College Radio News This Week:
WESU to Mark 75 Years of Radio at Wesleyan
Speaking of college radio history, Wesleyan University radio station WESU is about to launch of series of events in honor of the station’s 75th anniversary this year. In addition to special programming, plans are in the works for “physical and virtual exhibits of WESU artifacts and audio,” fundraising events, and a hoped-for documentary about the history of WESU.
More College-Based LPFMS Granted
A few new LPFM applications submitted by colleges and universities were granted this week, including licenses for University of Wisconsin and University of Sedona, both profiled in my piece about new high school and college LPFMs. Additionally, Garrett College (McHenry, Maryland) and College of the Ouachitas (Malvern, Arkansas) were granted their applications. Garrett College doesn’t provide much information in its application about plans for the station, although the 2-year college does indicate that the station will provide “experiential learning through credit, adult education, and continuing education courses.” Additionally, the station will air music, talk shows, and important local news updates. The application states that the campus is “…in a very rural area with severe inclement weather making communication difficult” and plans to “…use the station to coordinate with County government and other organizations to consolidate communications, especially in the event of an emergency.” Similarly, College of the Ouachitas (also a 2-year college) hopes to “integrate the station into its curriculum” in order to “teach its students communication, management, and technical skills,” according to its application.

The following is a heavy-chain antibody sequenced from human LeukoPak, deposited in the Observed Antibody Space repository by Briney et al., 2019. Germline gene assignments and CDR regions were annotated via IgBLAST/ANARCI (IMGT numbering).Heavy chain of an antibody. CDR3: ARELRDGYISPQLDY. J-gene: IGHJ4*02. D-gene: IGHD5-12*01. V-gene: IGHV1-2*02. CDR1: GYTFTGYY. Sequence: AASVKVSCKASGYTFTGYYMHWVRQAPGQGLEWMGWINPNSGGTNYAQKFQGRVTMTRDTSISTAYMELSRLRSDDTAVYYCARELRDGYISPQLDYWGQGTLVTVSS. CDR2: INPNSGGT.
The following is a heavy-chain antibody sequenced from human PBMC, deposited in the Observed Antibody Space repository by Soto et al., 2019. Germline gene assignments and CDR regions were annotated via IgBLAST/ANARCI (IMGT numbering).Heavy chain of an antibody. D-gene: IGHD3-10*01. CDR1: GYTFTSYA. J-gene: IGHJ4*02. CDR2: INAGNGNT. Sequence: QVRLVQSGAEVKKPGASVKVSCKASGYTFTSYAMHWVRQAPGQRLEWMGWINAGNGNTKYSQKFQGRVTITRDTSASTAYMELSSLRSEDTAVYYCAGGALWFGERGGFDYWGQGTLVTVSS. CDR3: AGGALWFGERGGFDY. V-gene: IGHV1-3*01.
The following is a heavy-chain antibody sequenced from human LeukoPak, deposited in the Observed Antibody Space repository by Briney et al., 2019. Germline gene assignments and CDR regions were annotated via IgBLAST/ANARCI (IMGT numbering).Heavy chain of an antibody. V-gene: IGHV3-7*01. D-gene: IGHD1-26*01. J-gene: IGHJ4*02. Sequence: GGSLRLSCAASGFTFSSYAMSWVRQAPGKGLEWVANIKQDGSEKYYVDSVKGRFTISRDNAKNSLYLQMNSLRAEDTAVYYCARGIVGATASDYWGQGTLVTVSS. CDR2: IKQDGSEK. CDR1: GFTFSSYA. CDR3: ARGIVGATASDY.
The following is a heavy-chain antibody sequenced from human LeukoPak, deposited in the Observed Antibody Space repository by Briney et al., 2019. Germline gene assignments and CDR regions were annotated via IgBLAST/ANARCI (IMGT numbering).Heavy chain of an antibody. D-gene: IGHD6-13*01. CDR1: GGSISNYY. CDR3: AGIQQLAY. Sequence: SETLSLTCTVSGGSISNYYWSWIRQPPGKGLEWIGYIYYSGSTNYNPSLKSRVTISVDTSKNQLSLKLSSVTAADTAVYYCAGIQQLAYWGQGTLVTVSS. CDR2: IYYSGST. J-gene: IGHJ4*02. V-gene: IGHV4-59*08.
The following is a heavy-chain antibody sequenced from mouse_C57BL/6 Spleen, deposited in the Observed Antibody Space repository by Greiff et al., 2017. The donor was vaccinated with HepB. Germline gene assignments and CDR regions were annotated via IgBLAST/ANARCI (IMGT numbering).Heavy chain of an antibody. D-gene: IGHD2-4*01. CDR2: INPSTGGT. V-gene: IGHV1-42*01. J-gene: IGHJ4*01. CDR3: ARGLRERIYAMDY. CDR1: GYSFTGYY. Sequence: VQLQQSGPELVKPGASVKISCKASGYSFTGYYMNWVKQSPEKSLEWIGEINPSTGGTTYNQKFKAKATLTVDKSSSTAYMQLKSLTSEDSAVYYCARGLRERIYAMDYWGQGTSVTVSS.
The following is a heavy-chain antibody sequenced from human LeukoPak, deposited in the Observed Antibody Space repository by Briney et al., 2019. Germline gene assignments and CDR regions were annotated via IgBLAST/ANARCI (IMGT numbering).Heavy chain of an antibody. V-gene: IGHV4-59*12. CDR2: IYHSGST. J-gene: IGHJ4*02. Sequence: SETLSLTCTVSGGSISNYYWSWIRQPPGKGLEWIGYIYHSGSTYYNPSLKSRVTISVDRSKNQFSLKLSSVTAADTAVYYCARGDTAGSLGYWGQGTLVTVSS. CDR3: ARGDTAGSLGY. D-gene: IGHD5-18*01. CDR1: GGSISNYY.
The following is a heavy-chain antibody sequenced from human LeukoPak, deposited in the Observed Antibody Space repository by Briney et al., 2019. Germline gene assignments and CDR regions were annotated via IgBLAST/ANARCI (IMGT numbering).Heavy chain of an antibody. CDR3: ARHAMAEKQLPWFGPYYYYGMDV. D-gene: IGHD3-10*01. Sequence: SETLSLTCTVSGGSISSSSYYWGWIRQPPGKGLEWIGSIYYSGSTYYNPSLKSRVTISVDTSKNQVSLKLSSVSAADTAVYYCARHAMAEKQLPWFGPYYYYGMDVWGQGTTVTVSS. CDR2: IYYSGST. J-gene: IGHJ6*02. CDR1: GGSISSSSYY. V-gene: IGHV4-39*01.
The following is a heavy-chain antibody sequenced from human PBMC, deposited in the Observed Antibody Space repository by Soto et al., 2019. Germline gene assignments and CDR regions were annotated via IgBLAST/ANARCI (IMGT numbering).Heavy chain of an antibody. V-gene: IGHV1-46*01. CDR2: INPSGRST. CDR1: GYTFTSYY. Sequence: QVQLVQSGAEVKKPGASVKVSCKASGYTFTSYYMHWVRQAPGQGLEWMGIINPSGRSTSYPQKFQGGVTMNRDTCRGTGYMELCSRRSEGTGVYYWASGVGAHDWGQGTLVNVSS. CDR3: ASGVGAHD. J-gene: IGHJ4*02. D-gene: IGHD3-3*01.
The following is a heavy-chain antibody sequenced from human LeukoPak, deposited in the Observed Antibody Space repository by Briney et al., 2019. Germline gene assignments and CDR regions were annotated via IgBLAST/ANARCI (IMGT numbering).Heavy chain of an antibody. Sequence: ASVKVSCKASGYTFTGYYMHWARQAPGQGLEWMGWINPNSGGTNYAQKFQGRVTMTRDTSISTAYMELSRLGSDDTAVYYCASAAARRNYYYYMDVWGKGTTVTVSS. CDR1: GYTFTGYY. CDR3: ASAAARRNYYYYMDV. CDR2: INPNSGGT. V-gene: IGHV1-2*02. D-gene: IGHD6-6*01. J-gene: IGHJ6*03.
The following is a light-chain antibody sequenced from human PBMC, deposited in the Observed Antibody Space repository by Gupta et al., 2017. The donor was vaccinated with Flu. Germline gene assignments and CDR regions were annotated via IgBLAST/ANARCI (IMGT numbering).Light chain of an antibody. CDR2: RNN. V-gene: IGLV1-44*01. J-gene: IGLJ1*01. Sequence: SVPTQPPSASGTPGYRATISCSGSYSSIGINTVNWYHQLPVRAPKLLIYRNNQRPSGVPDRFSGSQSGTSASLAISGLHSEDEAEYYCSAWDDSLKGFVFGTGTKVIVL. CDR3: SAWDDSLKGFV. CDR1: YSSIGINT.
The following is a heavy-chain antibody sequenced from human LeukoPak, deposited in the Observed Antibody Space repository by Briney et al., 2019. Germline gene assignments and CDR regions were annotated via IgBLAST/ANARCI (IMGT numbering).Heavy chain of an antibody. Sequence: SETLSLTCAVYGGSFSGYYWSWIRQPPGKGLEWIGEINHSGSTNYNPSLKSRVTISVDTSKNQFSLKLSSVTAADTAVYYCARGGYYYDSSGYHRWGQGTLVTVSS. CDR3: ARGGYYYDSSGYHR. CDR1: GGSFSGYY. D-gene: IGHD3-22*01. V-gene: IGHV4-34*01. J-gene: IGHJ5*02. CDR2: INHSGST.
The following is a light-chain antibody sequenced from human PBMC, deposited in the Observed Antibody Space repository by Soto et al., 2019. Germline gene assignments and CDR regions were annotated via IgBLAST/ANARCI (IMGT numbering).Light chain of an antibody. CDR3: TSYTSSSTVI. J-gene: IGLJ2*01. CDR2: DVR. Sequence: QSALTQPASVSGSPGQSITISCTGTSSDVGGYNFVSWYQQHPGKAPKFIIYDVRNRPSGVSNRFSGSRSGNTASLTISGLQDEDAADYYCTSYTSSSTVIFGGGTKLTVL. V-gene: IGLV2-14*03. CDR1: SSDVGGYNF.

College Radio Gets the Nod as “Curated Playlists” Attract Notice Again